Mark Wildon's Website: Miscellany


Bristol maths. Swansea maths. Oxford maths. Cambridge maths. MathSciNet.

Seminars in London: Pure Mathematics Seminar (at RHUL), London Algebra Colloquium (at Imperial or QMUL), Information Security Group Seminar (at RHUL).

Seminars in Bristol: Algebra and Geometry Seminar, Heilbronn Seminar.

Seminars in Oxford: Representation Theory Seminar, Algebra Seminar.

People: John Baez, Dave Benson, Christine Bessenrodt, Simon Blackburn, John Britnell, Roger Bryant, Peter Cameron, David Craven, Anton Cox, Steve Doty, Charles Eaton, Karin Erdmann, Anton Evseev, Matt Fayers, Nick Gill, Jan Grabowski, Zen Harper, David Hemmer, Anne Henke, Gordon James, Sinead Lyle, John MacQuarrie, Paul Martin, Andrew Mathas, John Murray, Nikolay Nikolov, Alison Parker, Sarah Rees, Jeremy Rickard, Sibylle Schroll, Peter Symonds, Matt Towers.

Oxford algebra group. BLOC homepage. Representation theory on the Arxiv. Rail timetable. Trinity College. Part III courses. Unix help. LaTeX tips. Kew Gardens. Improbable Science.


A program to help one visualise complex functions. It was written in Objective C for Mac OS X (an amazingly nice way to program, even if the basic language is C). Here is a screenshot. Here is a link to version 0.22 which should work on Mac OS X 10.6 and later. (For changes see here.)

I wrote this program after Matt Towers implemented the idea in Java: he has kindly given me permission to mirror his applet version here.

Monads and Haskell

While category theory is ubiquitious in modern algebra, it seems at least as well suited to describing what's going on in functional programming languages. Some links: Real world Haskell (I suspect this may become a classic),, Monads for the working Haskell programmer, Monad tranformers, Glasgow Haskell Compiler, some nice exercises.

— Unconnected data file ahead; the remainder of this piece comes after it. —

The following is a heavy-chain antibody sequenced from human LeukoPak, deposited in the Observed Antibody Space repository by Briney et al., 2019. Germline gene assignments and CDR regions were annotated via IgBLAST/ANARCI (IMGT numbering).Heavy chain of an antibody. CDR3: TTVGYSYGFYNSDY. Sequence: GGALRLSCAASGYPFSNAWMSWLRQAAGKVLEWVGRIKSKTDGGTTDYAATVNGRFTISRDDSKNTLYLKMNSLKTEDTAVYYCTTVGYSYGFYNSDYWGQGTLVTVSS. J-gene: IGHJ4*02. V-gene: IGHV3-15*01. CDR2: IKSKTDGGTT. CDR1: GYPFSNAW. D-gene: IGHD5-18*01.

I plan, one day, to write some sort of introductory account (for mathematicians) of how monads arise in functional programming, and their use in unifying the programming required to solve problems which appear to require some sort of back-tracking: sudoku, finding a matching in a bipartite graph, chess, poker, etc.

The picture on the left comes from my attempt at a Oxford Comlab practical on L-Systems.


Mostly rather old now, but sometimes surprisingly relevant.


Index of spoilers. Probably too easy to exploit, but I can recommend Sporkhack for more of a challenge.

How to teach quotient groups

When young and brash, I had strong views (1999) on this subject.

Last modified: 04/09/12. Email: